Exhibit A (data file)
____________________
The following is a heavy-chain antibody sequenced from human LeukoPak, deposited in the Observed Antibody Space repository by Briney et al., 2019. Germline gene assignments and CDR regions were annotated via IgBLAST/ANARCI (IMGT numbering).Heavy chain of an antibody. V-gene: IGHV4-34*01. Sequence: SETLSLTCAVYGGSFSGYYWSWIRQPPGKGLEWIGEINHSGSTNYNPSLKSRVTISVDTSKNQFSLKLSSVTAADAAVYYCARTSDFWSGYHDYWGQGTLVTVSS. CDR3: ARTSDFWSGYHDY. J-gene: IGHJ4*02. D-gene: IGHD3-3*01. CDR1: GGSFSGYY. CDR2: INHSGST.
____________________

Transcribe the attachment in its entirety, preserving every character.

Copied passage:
The following is a heavy-chain antibody sequenced from human LeukoPak, deposited in the Observed Antibody Space repository by Briney et al., 2019. Germline gene assignments and CDR regions were annotated via IgBLAST/ANARCI (IMGT numbering).Heavy chain of an antibody. V-gene: IGHV4-34*01. Sequence: SETLSLTCAVYGGSFSGYYWSWIRQPPGKGLEWIGEINHSGSTNYNPSLKSRVTISVDTSKNQFSLKLSSVTAADAAVYYCARTSDFWSGYHDYWGQGTLVTVSS. CDR3: ARTSDFWSGYHDY. J-gene: IGHJ4*02. D-gene: IGHD3-3*01. CDR1: GGSFSGYY. CDR2: INHSGST.